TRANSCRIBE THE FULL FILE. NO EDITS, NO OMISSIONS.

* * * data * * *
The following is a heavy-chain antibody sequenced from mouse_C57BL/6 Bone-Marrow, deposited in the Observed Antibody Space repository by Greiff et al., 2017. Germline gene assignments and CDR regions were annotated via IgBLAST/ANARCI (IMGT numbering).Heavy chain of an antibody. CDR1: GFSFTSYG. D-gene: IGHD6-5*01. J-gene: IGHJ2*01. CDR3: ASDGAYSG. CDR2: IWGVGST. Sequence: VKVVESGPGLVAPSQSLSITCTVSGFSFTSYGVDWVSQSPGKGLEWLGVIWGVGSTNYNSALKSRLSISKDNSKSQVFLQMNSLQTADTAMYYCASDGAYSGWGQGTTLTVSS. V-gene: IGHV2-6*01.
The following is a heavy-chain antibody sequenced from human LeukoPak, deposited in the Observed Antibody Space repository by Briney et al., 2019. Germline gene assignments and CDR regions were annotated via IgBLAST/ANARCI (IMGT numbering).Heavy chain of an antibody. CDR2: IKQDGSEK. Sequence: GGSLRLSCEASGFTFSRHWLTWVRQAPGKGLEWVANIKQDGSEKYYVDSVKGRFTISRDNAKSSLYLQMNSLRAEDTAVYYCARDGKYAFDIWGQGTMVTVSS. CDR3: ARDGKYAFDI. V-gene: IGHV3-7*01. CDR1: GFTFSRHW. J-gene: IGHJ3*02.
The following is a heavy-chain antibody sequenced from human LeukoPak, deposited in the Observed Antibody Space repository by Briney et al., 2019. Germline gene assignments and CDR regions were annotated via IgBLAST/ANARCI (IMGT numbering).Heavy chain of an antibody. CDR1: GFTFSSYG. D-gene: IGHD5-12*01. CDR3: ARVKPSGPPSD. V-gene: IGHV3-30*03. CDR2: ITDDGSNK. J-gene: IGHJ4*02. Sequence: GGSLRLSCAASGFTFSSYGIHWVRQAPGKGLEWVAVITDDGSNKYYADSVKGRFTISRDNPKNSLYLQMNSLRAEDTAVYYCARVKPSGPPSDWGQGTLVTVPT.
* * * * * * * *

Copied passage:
The following is a heavy-chain antibody sequenced from mouse_C57BL/6 Bone-Marrow, deposited in the Observed Antibody Space repository by Greiff et al., 2017. Germline gene assignments and CDR regions were annotated via IgBLAST/ANARCI (IMGT numbering).Heavy chain of an antibody. CDR1: GFSFTSYG. D-gene: IGHD6-5*01. J-gene: IGHJ2*01. CDR3: ASDGAYSG. CDR2: IWGVGST. Sequence: VKVVESGPGLVAPSQSLSITCTVSGFSFTSYGVDWVSQSPGKGLEWLGVIWGVGSTNYNSALKSRLSISKDNSKSQVFLQMNSLQTADTAMYYCASDGAYSGWGQGTTLTVSS. V-gene: IGHV2-6*01.
The following is a heavy-chain antibody sequenced from human LeukoPak, deposited in the Observed Antibody Space repository by Briney et al., 2019. Germline gene assignments and CDR regions were annotated via IgBLAST/ANARCI (IMGT numbering).Heavy chain of an antibody. CDR2: IKQDGSEK. Sequence: GGSLRLSCEASGFTFSRHWLTWVRQAPGKGLEWVANIKQDGSEKYYVDSVKGRFTISRDNAKSSLYLQMNSLRAEDTAVYYCARDGKYAFDIWGQGTMVTVSS. CDR3: ARDGKYAFDI. V-gene: IGHV3-7*01. CDR1: GFTFSRHW. J-gene: IGHJ3*02.
The following is a heavy-chain antibody sequenced from human LeukoPak, deposited in the Observed Antibody Space repository by Briney et al., 2019. Germline gene assignments and CDR regions were annotated via IgBLAST/ANARCI (IMGT numbering).Heavy chain of an antibody. CDR1: GFTFSSYG. D-gene: IGHD5-12*01. CDR3: ARVKPSGPPSD. V-gene: IGHV3-30*03. CDR2: ITDDGSNK. J-gene: IGHJ4*02. Sequence: GGSLRLSCAASGFTFSSYGIHWVRQAPGKGLEWVAVITDDGSNKYYADSVKGRFTISRDNPKNSLYLQMNSLRAEDTAVYYCARVKPSGPPSDWGQGTLVTVPT.